Clinical breast examination facilities available islandwide | Sunday Observer
Breast Cancer prevention:

Clinical breast examination facilities available islandwide

26 September, 2021

Breast Cancer cases in Sri Lanka have leaped by a massive 85 percent in the past decade, rising from 2401 cases in 2010 to 4447 in 2019 new data from the National Cancer Registry of the National Cancer Control Program (NCCP) has revealed. The fact that the vast majority of these cases could have been treated early and even cured had they been detected early and treated promptly makes it these untimely deaths even more tragic.

Since Breast Cancer Awareness month begins next month, the Sunday Observer sought the help of Consultant Community Physician, National Cancer Control Program (NCCP) Dr. Suraj Perera what had led to this rapid rise in breast cancer cases and how they could be reduced.


Q: October has been dedicated to Breast Cancer Awareness raising. What was the need to devote a whole month to only breast cancer when there are so many other cancers as well?

A: Because Breast Cancer is the commonest cancer among women in more than 160 countries, overtaking lung cancer. Also, one-sixth of cancer deaths among women are due to breast cancer, according to the global estimates of 2020 of the International Agency for Research on Cancer (IARC) of the World Health Organization. As the majority of breast cancers can be treated successfully and even cured if diagnosed early and treated promptly, it was decided that a whole month be dedicated to spreading the message of detecting the disease as early as possible. 

Q: Define Breast Cancer.

A: Occurrence of uncontrolled, purposeless abnormal cell growth initiated at the ducts or lobules of the breast tissue is called Breast Cancer. This abnormal cell growth of the breast tissues can spread to the nipple and skin of the breast, to adjacent organs or may enter into blood vessels or lymph vessels and may spread (metastasis) into distant organs such as liver, lung, brain and bone and initiate a secondary cancer.  

Q: Do you see an increase in the number of Breast Cancer cases in recent years?

A: According to the National Cancer Registry of the National Cancer Control Program (NCCP) in Sri Lanka, 2,401 breast cancers were detected among women in 2010, while the figures lept to 4,447 breast cancers in 2019.This is an  85 percent increase in just 10 years. The actual numbers may be more since some of the breast cancers which were detected and totally managed at the private sector may not have been counted since still some of the private sector cancer incidence data are not reported to the National Cancer Registry.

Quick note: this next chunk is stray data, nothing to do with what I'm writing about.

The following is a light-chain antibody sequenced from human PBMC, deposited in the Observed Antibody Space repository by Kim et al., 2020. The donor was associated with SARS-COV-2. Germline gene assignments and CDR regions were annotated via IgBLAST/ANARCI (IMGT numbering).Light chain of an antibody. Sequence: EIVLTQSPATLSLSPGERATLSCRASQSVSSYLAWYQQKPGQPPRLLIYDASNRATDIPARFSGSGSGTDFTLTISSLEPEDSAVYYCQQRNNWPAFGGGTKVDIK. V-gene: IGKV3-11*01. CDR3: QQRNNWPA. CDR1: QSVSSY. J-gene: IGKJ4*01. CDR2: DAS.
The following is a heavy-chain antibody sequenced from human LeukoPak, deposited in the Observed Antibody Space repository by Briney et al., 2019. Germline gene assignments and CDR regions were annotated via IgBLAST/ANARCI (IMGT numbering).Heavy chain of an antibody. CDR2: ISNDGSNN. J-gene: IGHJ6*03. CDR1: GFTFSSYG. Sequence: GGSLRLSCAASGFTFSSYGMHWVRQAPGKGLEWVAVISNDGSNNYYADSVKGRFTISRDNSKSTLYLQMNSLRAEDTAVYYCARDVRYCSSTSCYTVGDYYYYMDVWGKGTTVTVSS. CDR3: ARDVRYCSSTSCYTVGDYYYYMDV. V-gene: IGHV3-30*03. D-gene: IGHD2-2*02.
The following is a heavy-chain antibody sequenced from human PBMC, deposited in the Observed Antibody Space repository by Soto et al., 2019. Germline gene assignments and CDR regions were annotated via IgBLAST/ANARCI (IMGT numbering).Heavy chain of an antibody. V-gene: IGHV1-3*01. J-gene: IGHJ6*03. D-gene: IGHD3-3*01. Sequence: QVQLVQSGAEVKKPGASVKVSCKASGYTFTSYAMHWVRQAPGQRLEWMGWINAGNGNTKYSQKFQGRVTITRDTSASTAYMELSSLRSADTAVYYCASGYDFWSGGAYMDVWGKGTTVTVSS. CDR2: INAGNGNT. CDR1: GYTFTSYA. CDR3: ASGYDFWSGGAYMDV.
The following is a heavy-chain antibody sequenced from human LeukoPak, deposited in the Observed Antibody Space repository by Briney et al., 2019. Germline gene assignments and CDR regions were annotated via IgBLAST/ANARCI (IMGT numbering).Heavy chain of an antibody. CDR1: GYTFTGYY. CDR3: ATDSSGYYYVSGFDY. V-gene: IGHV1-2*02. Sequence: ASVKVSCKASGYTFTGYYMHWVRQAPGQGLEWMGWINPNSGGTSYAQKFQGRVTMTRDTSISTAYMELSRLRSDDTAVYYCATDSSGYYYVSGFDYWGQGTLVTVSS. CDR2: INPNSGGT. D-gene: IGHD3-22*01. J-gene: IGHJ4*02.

The NCCP in collaboration with the Private Medical Institution Regulatory Council are communicating with private sector hospitals to get down the information on newly detected cancers at the private sector. To facilitate reporting, it is essential to explore the possibilities of declaring cancer as a disease for mandatory reporting.

Q: At what age does Breast Cancer develop in women usually and what age group is at the highest risk of developing it?

A: Breast Cancers are reported in Sri Lanka from year 20-24 onwards. But the majority of Breast Cancers are detected from 45-49 year onwards. In summary, one-third (1/3) of Breast Cancers are detected before 50 years of age (pre-menopausal breast cancers) and two-thirds (2/3) of breast cancers are detected 50 years and above of age groups (Post-menopausal breast cancers).  

Q: Can you get Breast Cancer when you are past 65 years of age?

A: Yes. Breast Cancers may be detected even after 65 years of age due to delay in diagnosis of Breast Cancer or due to late initiation of Breast Cancer. However, the highest number of Breast Cancers are detected in the  50-54 or 55-59 year age group.   

Q: Why? 

A: Most of the breast cancers are sensitive to estrogen hormones. The longer time period breasts are exposed to estrogen hormones the higher the risk of initiation of breast cancer.

Q: Causes – Since the majority of breast cancer cases are preventable as you mentioned  what are the commonest ( preventable )  risk factors  and how can they be prevented?

 A: Knowledge of prevention is still limited. However, evidence shows that increasing physical activity, maintaining optimal body weight without developing obesity, avoiding alcohol and smoking and eating healthy diets may help prevent it. Also avoiding having the first child after 35 years, continuing breast feeding for more than 2 years, avoiding exposure to radiation, not taking contraceptive pills for more than 5 years without medical advice, not taking hormone replacement therapy without medical advice may reduce the chance of initiation of breast cancer. 

Q: Symptoms - What are the early signs to look out for?

A: Change of shape of the breasts, change of symmetry of the breasts, thickening of the skin over the breast, lump in the breast or in the armpit (axilla), dimpling of the breast, change of nipple size or recent inversion of nipple, abnormal nipple discharge, abnormal breast pain. Breast ulceration, induration of the breast or orange peel appearance of breast skin may be late changes of breast cancer.